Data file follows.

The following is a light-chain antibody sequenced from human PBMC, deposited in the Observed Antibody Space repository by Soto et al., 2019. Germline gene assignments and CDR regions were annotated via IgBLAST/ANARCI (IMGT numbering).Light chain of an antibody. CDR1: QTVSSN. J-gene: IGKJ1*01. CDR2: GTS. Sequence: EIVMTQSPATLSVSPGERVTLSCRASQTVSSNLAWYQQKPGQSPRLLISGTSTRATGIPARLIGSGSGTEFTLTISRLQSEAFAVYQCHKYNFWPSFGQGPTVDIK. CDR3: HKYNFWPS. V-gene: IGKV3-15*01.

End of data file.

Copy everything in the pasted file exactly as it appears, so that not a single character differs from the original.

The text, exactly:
The following is a light-chain antibody sequenced from human PBMC, deposited in the Observed Antibody Space repository by Soto et al., 2019. Germline gene assignments and CDR regions were annotated via IgBLAST/ANARCI (IMGT numbering).Light chain of an antibody. CDR1: QTVSSN. J-gene: IGKJ1*01. CDR2: GTS. Sequence: EIVMTQSPATLSVSPGERVTLSCRASQTVSSNLAWYQQKPGQSPRLLISGTSTRATGIPARLIGSGSGTEFTLTISRLQSEAFAVYQCHKYNFWPSFGQGPTVDIK. CDR3: HKYNFWPS. V-gene: IGKV3-15*01.